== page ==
They are located in isolated rural villages and in the heart of the largest cities in the world. Their signals may reach only a kilometer, cover a whole country or be carried via shortwave to other parts of the world. Some stations are owned by not-for-profit groups or by cooperatives whose members are the listeners themselves. Others are owned by students, universities, municipalities, churches or trade unions. There are stations financed by donations from listeners, by international development agencies, by advertising and by governments.” “Waves for Freedom”. Report on the Sixth World Conference of Community Radio Broadcasters. Dakar, Senegal, January 23-39, 1995
”When radio fosters the participation of citizens and defends their interests; when it reflects the tastes of the majority and makes good humour and hope its main purpose; when it truly informs; when it helps resolve the thousand and one problems of daily life; when all ideas are debated in its programs and all opinions are respected; when cultural diversity is stimulated over commercial homogeneity; when women are main players in communication and not simply a pretty voice or a publicity gimmick; when no type of dictatorship is tolerated, not even the musical dictatorship of the big recording studios; when everyone’s words fly without discrimination or censorship, that is community radio. Radio stations that bear this name do not fit the logic of money or advertising. Their purpose is different, their best efforts are put at the disposal of civil society. Of course this service is highly political: it is a question of influencing public opinion, denying conformity, creating consensus, broadening democracy. The purpose – whence the name – is to build community life.” “Manual urgente para Radialistas Apasionados”. José Ignacio Lopez Vigil. 1997
”The historical philosophy of community radio is to use this medium as the voice of the voiceless, the mouthpiece of oppressed people (be it on radial, gender, or class grounds) and generally as a tool for development.” Community radio is defined as having three aspects: non-profit making, community ownership and control, community participation. ”It should be made clear that community radio is not about doing something for the community but about the community doing something for itself, ie. owning and controlling its own means of communication.” “What is Community Radio? A resource guide”. AMARC Africa and Panos Southern Africa. 1998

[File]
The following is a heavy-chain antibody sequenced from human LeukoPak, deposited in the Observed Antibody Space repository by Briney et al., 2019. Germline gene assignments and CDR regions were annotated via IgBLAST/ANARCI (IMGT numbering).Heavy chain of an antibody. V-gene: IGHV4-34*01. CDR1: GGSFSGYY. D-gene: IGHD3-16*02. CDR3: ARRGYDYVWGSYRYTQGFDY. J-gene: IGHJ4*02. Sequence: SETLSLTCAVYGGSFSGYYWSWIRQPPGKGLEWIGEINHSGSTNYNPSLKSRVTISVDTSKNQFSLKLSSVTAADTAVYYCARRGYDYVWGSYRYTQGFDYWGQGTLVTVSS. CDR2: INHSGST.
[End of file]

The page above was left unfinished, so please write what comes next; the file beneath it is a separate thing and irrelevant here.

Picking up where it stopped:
”In Latin America, there are approximately one thousand radio stations that can be considered community, educational, grassroots or civic radio stations. They are characterized by their political objectives of social change, their search for a fair system that takes into account human rights, and makes power accessible to the masses and open to their participation. They can also be recognized by the fact that they are non-profit. This does not prevent them from growing and seeking a place in the market ”Community and civic radio is defined by the community of shared interests it represents and by the coherent political-cultural, communication and business objectives of these same interests.” Community and civic radio incorporates new languages, new formats, other sounds, types of music, voices. It brings other ways of talking, new relationships with listeners, ways of asking and answering questions, ways of making demands and pressuring the authorities.” “Gestión de la radio comunitaria y ciudadana”. Claudia Villamayor y Ernesto Lamas. AMARC y Friedrich Ebert Stiftung. 1998.
”Radio stations that practice radio broadcasting as a community service and see communication as a universal right. That seek to build a common path to support one another and strengthen our people’s communication. Radio stations that see themselves as an integral part of the community in which they participate. As media, they develop pluralistic and participatory communication that is open to the need for expression of the social and cultural sectors with less access to exclusively commercial media. That exercise the right to communication and, particularly, the right to information. That exercise radio broadcasting as a service, and not simply as a commercially profitable activity.” Federacion Argentina de Radios Comunitarias, FARCO. Argentina.
Community radio in the commercially dominated media system community radio means radio in the community, for the community, about the community and by the community. There is a wide participation from regular community members with respect to management and production of programs. This involvement of community members distinguishes it from the dominant commercial media in the Philippines that are operated for PPPP – profit, propaganda, power, politics, privilege, etc. Serving the big P (people or public) is a token gesture mainly to justify existence in the government bureaucratic licensing procedures. ”Stations collectively operated by the community people. Stations dedicated to development, education and people empowerment. Stations which adhere to the principles of democracy and participation. TAMBULI – Communication Project. Philippines